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Talking about death

Goal of Oct. 27 session at New Glasgow library is to demystify the topic

Death is a taboo topic.

But Ian Bos believes it’s something people should start talking about more because, whether they like it or not, it’s something they will experience.

Bos, has become an advocate for end of life care and proper planning for it since his own experience with his dad’s care in palliative care.

Grateful for the support his family received during his father’s treatment, Bos travelled across Canada on foot to raise money and awareness.

Now a board member with the Aberdeen Palliative Care Society, he’s helping to organize events that will get people talking more about the uncomfortable subject.

On Friday, Oct. 27, the Aberdeen Palliative Care Society will be holding a death café at the New Glasgow library starting at 6:30 p.m.

The goal of the café is to demystify death.

“It’s just an opportunity to informally talk about death,” he explained.

Those in attendance will be split up into small groups and will be given a list of primer questions to help generate a conversation. From there the hope is that the conversations will grow organically.

There are a lot of reasons conversations like this are important, Bos said.

Primarily he said it can help people be prepared.

“I think a lot of families find themselves in crisis when someone gets ill because they haven’t made plans,” he said. “It may be an uncomfortable conversation today, but it’ll make you’re life and your death that much better at the end.”

Topics surrounding death he believes essential are making sure you have a will and detailing the extent of care you would want to receive to sustain life.

He believes these discussions can also make people aware of the services available.

In his own family’s case, he said his family didn’t know about some palliative care resources that were available until about three months before his dad passed away.

“It’s something we could have used eight months before dad died,” he said.

As awkward as the conversations may be in the beginning, Bos believes they can add peace of mind in the end.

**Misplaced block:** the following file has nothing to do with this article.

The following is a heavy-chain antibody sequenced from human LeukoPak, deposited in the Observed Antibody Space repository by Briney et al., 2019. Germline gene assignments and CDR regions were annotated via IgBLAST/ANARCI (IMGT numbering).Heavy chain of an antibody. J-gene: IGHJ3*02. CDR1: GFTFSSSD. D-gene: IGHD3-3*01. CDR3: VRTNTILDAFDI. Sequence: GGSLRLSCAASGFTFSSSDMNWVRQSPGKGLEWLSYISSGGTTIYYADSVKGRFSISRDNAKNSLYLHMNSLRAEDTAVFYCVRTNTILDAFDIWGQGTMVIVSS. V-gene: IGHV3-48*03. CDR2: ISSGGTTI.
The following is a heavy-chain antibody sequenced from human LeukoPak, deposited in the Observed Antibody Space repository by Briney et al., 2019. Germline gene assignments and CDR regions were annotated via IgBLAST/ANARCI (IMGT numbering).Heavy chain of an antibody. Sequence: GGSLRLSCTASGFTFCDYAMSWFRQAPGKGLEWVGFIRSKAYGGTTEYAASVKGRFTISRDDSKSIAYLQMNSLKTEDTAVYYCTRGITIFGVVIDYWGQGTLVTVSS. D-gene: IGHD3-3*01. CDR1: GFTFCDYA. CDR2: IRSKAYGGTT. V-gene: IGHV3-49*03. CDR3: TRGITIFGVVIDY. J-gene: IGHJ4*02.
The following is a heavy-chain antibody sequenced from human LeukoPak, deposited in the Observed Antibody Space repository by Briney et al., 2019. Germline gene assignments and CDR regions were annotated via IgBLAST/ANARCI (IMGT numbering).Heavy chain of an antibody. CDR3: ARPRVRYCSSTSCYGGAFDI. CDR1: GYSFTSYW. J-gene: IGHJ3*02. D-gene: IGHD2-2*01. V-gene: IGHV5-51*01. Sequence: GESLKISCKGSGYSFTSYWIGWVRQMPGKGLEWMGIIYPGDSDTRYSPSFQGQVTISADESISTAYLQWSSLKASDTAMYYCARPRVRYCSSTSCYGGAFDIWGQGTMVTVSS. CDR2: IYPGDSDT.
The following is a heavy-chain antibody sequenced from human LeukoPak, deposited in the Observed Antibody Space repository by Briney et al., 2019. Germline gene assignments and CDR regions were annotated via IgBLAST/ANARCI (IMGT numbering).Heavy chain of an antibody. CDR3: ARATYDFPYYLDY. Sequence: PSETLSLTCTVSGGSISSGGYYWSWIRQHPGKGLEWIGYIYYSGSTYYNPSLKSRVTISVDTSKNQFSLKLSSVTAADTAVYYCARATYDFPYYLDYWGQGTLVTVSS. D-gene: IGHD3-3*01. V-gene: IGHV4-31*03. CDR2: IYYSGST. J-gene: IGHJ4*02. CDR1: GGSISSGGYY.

“Once I wrapped my head around death and dying I was able to embrace the day a little bit more,” he said. “You don’t dwell on death. You accept life for what it is. It gives you a freedom.”

Anyone who would like to take part in the death café is asked to preregister as space and supplies are limited. To register, you can stop by the New Glasgow library or call (902) 752-8233. Tea, coffee and cake will be included.

Another event will be held on Saturday from 1 to 4:30 p.m. at the New Glasgow library. This community engagement session will include three speakers who will discuss end of life care. Light refreshments will be served. Admission is free, but the Aberdeen Palliative Care Society will also be accepting donations.

 

Featured speakers for the Oct. 28 Community Engagement Session

Teresa Dellar: Motivated by the flawed health care system she witnessed as a hospital social worker as well as her own personal drive to give the dying and their loved ones the best care possible, she co-founded the West Island Palliative Care Residence 15 years ago.

 

Colleen Cash: Executive director of the Nova Scotia Hospice Palliative Care Association for the past six years, Cash is passionate and engaging speaker with a strong commitment to improving access to palliative care.

 

Craig Johnson: Executive director of the Colchester East Hants Hospice Society, Johnson has a strong background in non-profit management, fundraising and communications. The Colchester East Hants Society is considered among the leaders being used as models by the Quality End of Life Coalition of Canada and the Canadian Hospice Palliative Care Association.

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